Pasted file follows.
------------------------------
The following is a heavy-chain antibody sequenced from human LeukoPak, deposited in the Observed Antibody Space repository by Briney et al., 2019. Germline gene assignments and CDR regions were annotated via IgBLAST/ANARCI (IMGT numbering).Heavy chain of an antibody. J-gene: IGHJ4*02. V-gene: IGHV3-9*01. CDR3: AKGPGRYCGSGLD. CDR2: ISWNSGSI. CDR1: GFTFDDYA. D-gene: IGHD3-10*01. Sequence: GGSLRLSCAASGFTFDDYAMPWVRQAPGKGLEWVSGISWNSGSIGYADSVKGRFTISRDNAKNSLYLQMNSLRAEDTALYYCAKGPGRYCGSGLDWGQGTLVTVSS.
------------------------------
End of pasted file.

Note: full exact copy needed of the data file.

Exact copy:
The following is a heavy-chain antibody sequenced from human LeukoPak, deposited in the Observed Antibody Space repository by Briney et al., 2019. Germline gene assignments and CDR regions were annotated via IgBLAST/ANARCI (IMGT numbering).Heavy chain of an antibody. J-gene: IGHJ4*02. V-gene: IGHV3-9*01. CDR3: AKGPGRYCGSGLD. CDR2: ISWNSGSI. CDR1: GFTFDDYA. D-gene: IGHD3-10*01. Sequence: GGSLRLSCAASGFTFDDYAMPWVRQAPGKGLEWVSGISWNSGSIGYADSVKGRFTISRDNAKNSLYLQMNSLRAEDTALYYCAKGPGRYCGSGLDWGQGTLVTVSS.